Subject: [boost] [proposed][histogram]
From: Hans Dembinski (hans.dembinski_at_[hidden])
Date: 2017-04-12 09:37:43
Dear Boost community,
after another year of work, I hope to raise your interest once again in a much improved version of "histogram", a library proposed for inclusion in Boost.
The library can be build either with b2 or cmake. It compiles successfully with several versions of clang and gcc and has 99 % test coverage (the remaining 1 % are basically un-hittable branches). Boost-style documentation is available.
The library implements a histogram class (a highly configurable policy-based template) for C++ and Python in C++11 code. Histograms are a standard tool to explore Big Data. They allow one to visualise and analyse distributions of random variables. A histogram provides a lossy compression of input data. GBytes of input can be put in a compact form which requires only a small fraction of the original memory. This makes histograms convenient for interactive data analysis and further processing.
A histogram implements a quantisation of a space of input values. The space is divided into non-overlapping cells. Instead of remembering the exact values of a tuple in that space, one just increases a counter in the corresponding cell. This is the lossy compression, you only remember the count in the cell and not the original values.
There are subtleties related to the counting if you want it to be safe and efficient. The library handles this for you. The standard policy implements intelligent counters which are fast, conserve memory, and are guaranteed to not overflow or get capped (capping happens when you use floating point numbers to count, like some implementations do). This is one of the two main feature of the library.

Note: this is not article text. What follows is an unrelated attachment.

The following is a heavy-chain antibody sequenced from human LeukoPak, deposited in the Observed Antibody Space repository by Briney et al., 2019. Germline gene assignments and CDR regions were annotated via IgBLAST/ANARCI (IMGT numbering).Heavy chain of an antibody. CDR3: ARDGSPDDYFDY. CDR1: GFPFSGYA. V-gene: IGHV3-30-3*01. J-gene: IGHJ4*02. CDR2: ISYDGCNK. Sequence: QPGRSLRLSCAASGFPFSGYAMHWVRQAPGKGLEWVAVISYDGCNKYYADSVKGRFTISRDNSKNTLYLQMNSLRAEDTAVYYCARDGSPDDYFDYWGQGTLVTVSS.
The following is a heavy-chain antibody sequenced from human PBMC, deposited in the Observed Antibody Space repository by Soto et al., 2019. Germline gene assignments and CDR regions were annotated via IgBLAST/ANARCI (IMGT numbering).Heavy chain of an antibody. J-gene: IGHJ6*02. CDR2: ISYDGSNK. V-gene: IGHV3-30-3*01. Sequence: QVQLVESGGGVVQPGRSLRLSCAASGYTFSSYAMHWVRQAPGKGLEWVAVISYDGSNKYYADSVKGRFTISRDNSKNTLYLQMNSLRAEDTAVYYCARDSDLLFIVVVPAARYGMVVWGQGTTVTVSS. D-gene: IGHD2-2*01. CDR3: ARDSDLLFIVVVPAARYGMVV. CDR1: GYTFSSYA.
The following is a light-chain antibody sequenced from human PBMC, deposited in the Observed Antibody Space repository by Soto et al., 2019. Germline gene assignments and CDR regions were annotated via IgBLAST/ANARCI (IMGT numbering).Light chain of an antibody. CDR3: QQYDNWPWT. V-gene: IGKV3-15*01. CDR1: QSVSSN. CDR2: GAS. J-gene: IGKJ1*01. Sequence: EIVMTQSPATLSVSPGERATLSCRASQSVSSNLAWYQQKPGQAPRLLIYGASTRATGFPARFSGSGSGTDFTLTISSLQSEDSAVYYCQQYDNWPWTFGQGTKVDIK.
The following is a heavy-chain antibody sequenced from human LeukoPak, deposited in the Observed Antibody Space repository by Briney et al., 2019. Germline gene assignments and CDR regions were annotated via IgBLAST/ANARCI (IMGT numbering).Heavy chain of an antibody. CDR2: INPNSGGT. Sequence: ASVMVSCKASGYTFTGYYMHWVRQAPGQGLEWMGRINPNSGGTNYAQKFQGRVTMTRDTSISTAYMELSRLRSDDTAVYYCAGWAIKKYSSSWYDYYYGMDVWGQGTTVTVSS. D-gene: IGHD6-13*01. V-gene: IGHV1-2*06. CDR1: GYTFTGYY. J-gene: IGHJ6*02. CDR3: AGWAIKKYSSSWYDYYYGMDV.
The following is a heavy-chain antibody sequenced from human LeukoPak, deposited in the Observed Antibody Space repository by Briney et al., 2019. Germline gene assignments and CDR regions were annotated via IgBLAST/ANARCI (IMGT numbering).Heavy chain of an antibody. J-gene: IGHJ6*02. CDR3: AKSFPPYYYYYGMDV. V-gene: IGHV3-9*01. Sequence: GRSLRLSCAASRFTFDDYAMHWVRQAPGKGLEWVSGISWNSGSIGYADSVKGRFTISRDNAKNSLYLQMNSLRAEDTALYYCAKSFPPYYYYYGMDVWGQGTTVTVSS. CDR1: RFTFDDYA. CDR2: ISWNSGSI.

The other main feature is that the library allows you to seamlessly create one or multi-dimensional histograms using various schemes to divide the input space. A so-called axis class handles the division into cells along each dimension. There are several ways how you might want to define the cells that divide the input space, and library offers you interesting options. For example, if one of your inputs is an angle, the library provides a special axis class for periodic input values.
- Static polymorphism: The original version of the library solely used dynamic polymorphism to support different axis classes. This variant still exists, but the current version also allows you to use static polymorphism, implemented internally with boost::mpl and boost::fusion. This provides a speed-boost, which makes this library faster than the open-source competitors I tested (CERN's ROOT framework, the GSL, and numpy.histogram), in addition to the enhanced flexibility.
- Arbitrary-precision counters: Counter overflow is now completely avoided by switching automatically to boost::multiprecision::cpp_int when the capacity of standard integer types is exhausted.
- Extensibility: The library is now much more extensible and configurable. All relevant behaviour can be exchanged by using another (possibly user-defined) policy. The library provides default trade-offs that should work for almost everybody, but you can chose your own trade-offs.
The new features were inspired by comments I got from the community. Now I am again at a point where I see the library in a very solid state.